Orange Skies Ahead: A Call To Action

The cloud of smoke that surrounded New York City on June 7 disrupted daily life and provided us with a strong warning.

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On Wednesday afternoon, June 7, 2023, Stuyvesant students crowded around windows and watched as the New York City skyline transformed into an apocalyptic orange. Smoke and haze from wildfires in Canada that had been drifting down the East Coast and displacing thousands near the destruction surrounded the entire city. The air quality in New York climbed to 484 out of 500 on the international air quality index, the worst in the world by far. Stuyvesant students leaving the building had to cover their faces with leftover pandemic face masks because breathing the Manhattan air for 24 hours was equivalent to smoking six cigarettes. Many events and extracurricular activities were canceled in response to the air quality, including Thursday’s Camp Stuy. The Department of Education soon released a statement announcing that Friday, June 9, would be a remote instruction day as air quality levels remained a major risk. 

The wildfires that caused this massive amount of smoke are the start to the worst Canadian wildfire season ever recorded. Already having burned 10.6 million acres, 15 times more than the annual average last decade, these far-reaching fires are stretching firefighting resources very thin. Many countries, like the United States, New Zealand, and Portugal, have already begun to send more support to Canada as the fires persist. These extreme fires are being fueled by the worsening climate crisis. As extreme heat, droughts, and global temperatures worsen, Canada’s forests are more susceptible to burning. The dead trees and plant life that have lost moisture serve as kindling for forest fires and make them uncontrollable. 

Though the aftermath of this disaster came directly to our doorstep, it is not the first climate change-related environmental crisis the world has seen. Just a few years ago, Australia was in the same position with their wildfires. Bangladesh and Pakistan have also faced deadly flood seasons due to increased rainfall, another consequence of climate change. The entire world has been facing worsening heat waves and droughts each summer, the most extreme in the Middle East, especially in Afghanistan; the Horn of Africa; and Central America. As the climate crisis increases the likelihood of extreme weather events and natural disasters, there has been story after story of hurricanes devastating land and economies. Many of the most affected countries emit the least amount of greenhouse gasses, yet they are still dealing with the economic impacts of colonialism, making the climate crisis intersectional with preexisting global inequalities. 

The future is bleak. The greenhouse gas emissions of the past century have caused irreversible damage to habitats and climate patterns. Rising temperatures have already melted a large amount of Arctic permafrost, which will continue to release carbon dioxide previously stored in the soil for many years ahead. Ice caps have been irreversibly diminished, and a great deal of land is now inhospitable due to desertification and wildfire damage. As we look to a future of more disasters, displacement and climate refugees will become commonplace. It is sadly becoming clearer that the poorest people will be, and already are, facing the worst effects of this crisis. Despite this, change can still be made. The climate crisis is a scalar issue. The more we put this crisis off, the worse our future looks. Though the United States and other countries are currently failing to meet many climate goals, like staying under 1.5 degrees Celsius of warming, they are not impossible to achieve if we act now, and thankfully, there are many activists, leaders, and scientists pioneering the way forward.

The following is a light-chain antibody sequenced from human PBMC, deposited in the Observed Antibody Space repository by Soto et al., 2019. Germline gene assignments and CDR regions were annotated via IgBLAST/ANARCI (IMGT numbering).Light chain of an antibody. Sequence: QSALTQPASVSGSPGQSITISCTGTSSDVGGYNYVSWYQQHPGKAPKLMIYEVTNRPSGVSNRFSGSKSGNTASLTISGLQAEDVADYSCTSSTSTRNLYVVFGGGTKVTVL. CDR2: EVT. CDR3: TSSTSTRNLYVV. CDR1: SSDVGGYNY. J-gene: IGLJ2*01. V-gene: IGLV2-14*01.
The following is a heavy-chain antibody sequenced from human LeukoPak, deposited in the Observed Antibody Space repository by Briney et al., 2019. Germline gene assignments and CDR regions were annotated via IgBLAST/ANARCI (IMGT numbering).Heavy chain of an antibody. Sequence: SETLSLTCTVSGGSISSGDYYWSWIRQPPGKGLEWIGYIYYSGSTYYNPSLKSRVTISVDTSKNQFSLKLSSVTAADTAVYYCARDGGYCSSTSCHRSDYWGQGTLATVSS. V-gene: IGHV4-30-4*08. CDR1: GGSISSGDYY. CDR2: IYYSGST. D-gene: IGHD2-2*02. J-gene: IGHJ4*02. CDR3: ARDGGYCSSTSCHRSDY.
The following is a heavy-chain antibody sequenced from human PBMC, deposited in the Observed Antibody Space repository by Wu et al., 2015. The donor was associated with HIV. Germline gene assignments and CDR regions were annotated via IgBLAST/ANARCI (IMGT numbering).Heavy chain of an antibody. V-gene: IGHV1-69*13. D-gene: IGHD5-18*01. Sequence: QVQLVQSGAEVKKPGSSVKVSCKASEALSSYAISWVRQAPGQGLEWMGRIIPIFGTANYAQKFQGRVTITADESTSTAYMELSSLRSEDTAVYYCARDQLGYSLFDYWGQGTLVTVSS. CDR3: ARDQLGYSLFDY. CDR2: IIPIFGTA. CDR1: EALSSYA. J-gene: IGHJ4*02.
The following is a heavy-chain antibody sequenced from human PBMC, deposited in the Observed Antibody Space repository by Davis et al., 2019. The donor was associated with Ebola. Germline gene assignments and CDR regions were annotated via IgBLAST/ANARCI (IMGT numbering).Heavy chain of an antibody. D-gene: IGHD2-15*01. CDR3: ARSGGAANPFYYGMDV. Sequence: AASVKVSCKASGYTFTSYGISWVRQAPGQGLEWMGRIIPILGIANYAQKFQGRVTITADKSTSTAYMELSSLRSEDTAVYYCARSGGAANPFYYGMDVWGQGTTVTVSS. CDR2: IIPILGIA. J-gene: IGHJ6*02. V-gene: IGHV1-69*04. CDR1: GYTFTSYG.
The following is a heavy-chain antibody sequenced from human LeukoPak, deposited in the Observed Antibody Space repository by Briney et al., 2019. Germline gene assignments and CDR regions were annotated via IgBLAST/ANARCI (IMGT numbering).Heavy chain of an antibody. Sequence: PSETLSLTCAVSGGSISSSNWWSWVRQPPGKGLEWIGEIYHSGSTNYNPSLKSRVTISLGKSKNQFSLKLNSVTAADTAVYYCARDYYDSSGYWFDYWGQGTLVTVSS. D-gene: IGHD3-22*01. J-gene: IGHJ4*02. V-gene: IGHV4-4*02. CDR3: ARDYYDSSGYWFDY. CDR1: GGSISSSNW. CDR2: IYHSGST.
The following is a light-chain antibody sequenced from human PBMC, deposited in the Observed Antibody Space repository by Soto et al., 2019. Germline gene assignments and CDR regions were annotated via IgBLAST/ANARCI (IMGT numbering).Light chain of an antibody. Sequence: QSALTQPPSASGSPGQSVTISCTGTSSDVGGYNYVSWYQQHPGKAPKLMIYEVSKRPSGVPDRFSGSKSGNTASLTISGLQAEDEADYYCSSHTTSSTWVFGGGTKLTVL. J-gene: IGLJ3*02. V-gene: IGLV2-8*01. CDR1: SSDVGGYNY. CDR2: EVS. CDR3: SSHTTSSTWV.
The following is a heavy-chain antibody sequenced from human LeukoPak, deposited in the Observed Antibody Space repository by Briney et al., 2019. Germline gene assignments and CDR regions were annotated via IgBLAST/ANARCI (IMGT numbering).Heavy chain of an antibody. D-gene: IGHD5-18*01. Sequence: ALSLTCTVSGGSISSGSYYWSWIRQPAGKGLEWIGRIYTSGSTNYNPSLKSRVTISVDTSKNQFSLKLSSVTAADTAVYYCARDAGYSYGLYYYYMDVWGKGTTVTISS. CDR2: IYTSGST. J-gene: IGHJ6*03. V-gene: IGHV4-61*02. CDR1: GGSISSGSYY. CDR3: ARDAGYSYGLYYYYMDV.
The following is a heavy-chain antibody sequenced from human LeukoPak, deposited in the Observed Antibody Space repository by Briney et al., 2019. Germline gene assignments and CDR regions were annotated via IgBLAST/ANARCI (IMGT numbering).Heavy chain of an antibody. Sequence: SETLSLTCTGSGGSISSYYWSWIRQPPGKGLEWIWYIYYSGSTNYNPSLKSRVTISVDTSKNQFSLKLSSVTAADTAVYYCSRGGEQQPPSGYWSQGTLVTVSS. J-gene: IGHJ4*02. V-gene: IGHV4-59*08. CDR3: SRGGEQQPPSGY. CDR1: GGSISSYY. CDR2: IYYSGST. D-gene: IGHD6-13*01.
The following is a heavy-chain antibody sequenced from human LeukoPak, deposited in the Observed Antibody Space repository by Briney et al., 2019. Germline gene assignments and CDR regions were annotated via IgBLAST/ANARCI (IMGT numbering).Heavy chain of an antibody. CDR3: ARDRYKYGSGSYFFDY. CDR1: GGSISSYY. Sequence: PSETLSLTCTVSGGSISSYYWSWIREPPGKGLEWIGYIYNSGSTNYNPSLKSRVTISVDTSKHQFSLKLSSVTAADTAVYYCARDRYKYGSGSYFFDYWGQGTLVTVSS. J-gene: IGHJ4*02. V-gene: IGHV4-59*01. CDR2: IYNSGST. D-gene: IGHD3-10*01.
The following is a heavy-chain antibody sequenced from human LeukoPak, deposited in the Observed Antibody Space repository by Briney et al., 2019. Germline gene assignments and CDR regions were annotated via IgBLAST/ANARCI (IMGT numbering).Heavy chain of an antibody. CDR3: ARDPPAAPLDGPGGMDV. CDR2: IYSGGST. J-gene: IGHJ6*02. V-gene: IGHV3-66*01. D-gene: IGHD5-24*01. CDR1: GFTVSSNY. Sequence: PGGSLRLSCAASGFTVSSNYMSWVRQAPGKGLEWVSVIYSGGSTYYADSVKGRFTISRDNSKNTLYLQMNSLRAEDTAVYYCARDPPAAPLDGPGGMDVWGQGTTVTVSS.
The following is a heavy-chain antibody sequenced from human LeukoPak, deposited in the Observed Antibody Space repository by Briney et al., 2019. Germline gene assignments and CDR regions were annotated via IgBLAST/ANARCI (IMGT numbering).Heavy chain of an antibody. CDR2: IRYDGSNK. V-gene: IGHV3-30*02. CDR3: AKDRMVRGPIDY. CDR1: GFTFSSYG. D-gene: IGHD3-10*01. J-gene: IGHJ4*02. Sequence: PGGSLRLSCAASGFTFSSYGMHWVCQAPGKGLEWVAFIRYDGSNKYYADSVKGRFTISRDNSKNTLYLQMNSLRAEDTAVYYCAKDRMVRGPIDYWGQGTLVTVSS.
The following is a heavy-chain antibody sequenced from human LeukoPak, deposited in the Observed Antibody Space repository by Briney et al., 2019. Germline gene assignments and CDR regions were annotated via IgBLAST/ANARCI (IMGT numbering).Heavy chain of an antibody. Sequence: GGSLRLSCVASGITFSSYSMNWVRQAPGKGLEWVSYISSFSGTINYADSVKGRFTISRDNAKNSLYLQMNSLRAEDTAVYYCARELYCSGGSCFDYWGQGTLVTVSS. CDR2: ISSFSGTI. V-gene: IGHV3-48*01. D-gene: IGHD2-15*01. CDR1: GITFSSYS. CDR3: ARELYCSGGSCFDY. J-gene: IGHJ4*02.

In New York City, the climate activist community is incredibly vibrant. As the home to the United Nations’s headquarters, it is part of the massive international community fighting climate change through international cooperation. Moreover, the NYRenews coalition,which includes organizations like Sunrise and 350, just finished the state’s legislative session with many climate wins, including the Build Public Renewables Act and other parts of their amazing Climate Jobs and Justice Package. The Thursday following NYC’s orange sky, the coalition rallied for the HEAT Act outside Assemblymember Carl Heastie’s office right next to Stuyvesant. They’ve spent the past few years building a massive intergenerational and diverse group of New Yorkers and increasing their capacity for phone banking, lobbying, and holding rallies. On the less political side, activist groups like Third Act, Extinction Rebellion NYC, Climate Families, and Food and Water Watch have been holding protests of all kinds targeting what is known as “fossil finance” to call out Wall Street’s biggest funders of the climate crisis for their investment in oil and gas. 

Young people are the driving force behind so much of this momentum. Many NYC high schoolers, like myself, are a part of the climate movement through youth organizations like Fridays for Future NYC and Treeage. As the generation inheriting this planet, we know how crucial it is to hold our governments and society accountable for the climate crisis, and we are taking action by organizing massive climate strikes and lobby days. I implore everyone reading this to get involved. On platforms like Action Network and Instagram, all of the organizations I mentioned are posting about events happening every week. Even if activism is not your thing, political, scientific, and creative brains are needed in all parts of the climate movement. Wednesday’s orange sky is our wake-up call. We cannot give up or let nihilism and indifference dampen our voices—let’s fight this crisis together.